John Wesley on Schism
[Schism] is evil in itself. To separate ourselves from a body of living Christians, with whom we were before united, is a grievous breach of the law of love. It is the nature of love to unite us together; and the greater the love, the stricter the union. And while this continues in its strength, nothing can divide those whom love has united. It is only when our love grows cold that we can think of separating from our brethren. And this is certainly the case with any who willingly separate from their Christian brethren. The pretenses for separation may be innumerable, but want of love is always the real cause; otherwise they would still hold the unity of the Spirit in the bond of peace. It is therefore contrary to all those commands of God, wherein brotherly love is enjoined: To that of St. Paul, ‘Let brotherly love continue;’ that of St. John, ‘My beloved children, love one another;’ and especially to that of our blessed Master, ‘This is my commandment, That ye love one another, as I have loved you.’ Yea, 'By this,’ saith he, ‘shall all men know that ye are my disciples, if ye love one another.'
And as such a separation is evil in itself, being a breach of brotherly love, so it brings forth evil fruit; it is naturally productive of the most mischievous consequences. It opens a door to all unkind tempers, both in ourselves and others. It leads directly to a whole train of evil surmisings, to severe and uncharitable judging of each other. It gives occasion to offense, to anger and resentment, perhaps in ourselves as well as in our brethren; which, if not presently stopped, may issue in bitterness, malice, and settled hatred; creating a present hell wherever they are found, as a prelude to hell eternal.
But the ill consequences of even this species of schism do not terminate in the heart. Evil tempers cannot long remain within, before they are productive of outward fruit. Out of the abundance of the heart the mouth speaketh. As he whose heart is full of love openeth his mouth with wisdom, and in his lips there is the law of kindness; so he whose heart is full of prejudice, anger, suspicion, or any unkind temper, will surely open his mouth in a manner corresponding with the disposition of his mind. And hence will arise, if not lying and slandering, (which yet will hardly be avoided,) bitter words, tale bearing, backbiting, and evil-speaking of every kind.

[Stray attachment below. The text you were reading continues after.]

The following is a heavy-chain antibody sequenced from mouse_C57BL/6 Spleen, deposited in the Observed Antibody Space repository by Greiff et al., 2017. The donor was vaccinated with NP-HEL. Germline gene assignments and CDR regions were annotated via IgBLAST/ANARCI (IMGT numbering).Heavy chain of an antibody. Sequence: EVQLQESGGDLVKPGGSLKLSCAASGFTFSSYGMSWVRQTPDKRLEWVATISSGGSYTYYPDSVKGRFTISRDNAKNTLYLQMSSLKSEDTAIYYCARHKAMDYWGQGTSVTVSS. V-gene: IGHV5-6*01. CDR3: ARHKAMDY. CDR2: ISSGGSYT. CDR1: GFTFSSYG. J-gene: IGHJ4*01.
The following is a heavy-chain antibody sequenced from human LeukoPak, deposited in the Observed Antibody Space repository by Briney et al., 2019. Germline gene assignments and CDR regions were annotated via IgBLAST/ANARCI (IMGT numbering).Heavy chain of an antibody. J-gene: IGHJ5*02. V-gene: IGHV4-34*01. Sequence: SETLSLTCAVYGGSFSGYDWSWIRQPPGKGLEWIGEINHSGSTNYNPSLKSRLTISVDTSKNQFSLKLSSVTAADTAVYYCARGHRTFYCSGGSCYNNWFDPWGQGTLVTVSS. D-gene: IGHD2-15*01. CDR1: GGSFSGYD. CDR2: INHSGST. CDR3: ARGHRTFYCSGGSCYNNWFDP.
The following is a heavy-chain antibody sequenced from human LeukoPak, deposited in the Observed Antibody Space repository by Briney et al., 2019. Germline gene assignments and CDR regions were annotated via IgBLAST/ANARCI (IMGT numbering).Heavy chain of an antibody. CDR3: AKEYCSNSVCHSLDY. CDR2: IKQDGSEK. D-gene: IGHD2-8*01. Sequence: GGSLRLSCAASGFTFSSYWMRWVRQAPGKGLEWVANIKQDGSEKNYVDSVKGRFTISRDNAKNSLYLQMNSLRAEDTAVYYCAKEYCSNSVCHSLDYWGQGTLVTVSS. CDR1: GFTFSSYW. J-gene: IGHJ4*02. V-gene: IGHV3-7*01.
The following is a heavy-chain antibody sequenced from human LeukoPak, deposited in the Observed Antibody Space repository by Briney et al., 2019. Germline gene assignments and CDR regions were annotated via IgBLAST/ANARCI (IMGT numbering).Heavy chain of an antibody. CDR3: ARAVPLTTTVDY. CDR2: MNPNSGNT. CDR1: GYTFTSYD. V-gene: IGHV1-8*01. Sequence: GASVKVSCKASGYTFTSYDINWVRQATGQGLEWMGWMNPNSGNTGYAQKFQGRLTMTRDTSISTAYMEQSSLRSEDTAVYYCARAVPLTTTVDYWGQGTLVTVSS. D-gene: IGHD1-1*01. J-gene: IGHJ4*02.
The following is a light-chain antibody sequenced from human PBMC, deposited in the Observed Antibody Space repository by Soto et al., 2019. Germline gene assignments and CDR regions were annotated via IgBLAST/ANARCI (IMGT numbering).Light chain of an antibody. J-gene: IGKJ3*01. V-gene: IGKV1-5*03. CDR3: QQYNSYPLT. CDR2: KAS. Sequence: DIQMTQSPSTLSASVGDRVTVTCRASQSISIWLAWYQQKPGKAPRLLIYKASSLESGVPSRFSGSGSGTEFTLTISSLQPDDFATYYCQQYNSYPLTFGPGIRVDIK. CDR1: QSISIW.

From evil words, from tale-bearing, backbiting and evil-speaking, how many evil works will naturally flow! Anger, jealousy, envy, wrong tempers of every kind, do not vent themselves merely in words, lout push men continually to all kind of ungodly and unrighteous actions. A plentiful harvest of all the works of darkness may be expected to spring from this source; whereby, in the end, thousands of souls, and not a few of those who once walked in the light of God’s countenance, may be turned from the way of peace, and finally drowned in everlasting perdition.
Well might our blessed Lord say, ‘Woe unto the world because of offenses:’ Yet, ‘it must needs be, that offenses will come:’ Yea, abundance of them will of necessity arise when a breach of this sort is made in any religious community; while they that leave it endeavor to justify themselves, by censuring those they separate from; and these on the other hand retort the charge, and strive to lay the blame on them. But how mightily does all this altercation grieve the Holy Spirit of God! How does it hinder his mild and gentle operations in the souls both of one and the other! Heresies and schisms (in the scriptural sense of those words) will, sooner or later, be the consequence; parties will be formed, on one and the other side, whereby the love of many will wax cold. The hunger and thirst after righteousness, after either the favor or the full image of God, together with the longing desires wherewith so many were filled of promoting the work of God in the souls of their brethren, will grow languid, and as offenses increase will gradually die away. And as the ‘fruit of the Spirit’ withers away, ‘the works of the flesh’ will again prevail, to the utter destruction, first of the power, and then of the very form, of religion. These consequences are not imaginary, are not built on mere conjectures, but on plain matter of filet. This has been the case again and again within these last thirty or forty years: These have been the fruits which we have seen, over and over, to be consequent on such a separation.
And what a grievous stumbling block must these things be to those who are without, to those who are strangers to religion, who have neither the form nor the power of godliness! How will they triumph over these once eminent Christians! How boldly ask, ‘What are they better than us?’ How will they harden their hearts more and more against the truth, and bless themselves in their wickedness? from which, possibly, the example of the Christians might have reclaimed them, had they continued unblamable in their behavior. Such is the complicated mischief which persons separating from a Christian Church or society do, not only to themselves, but to that whole society, and to the whole world in general.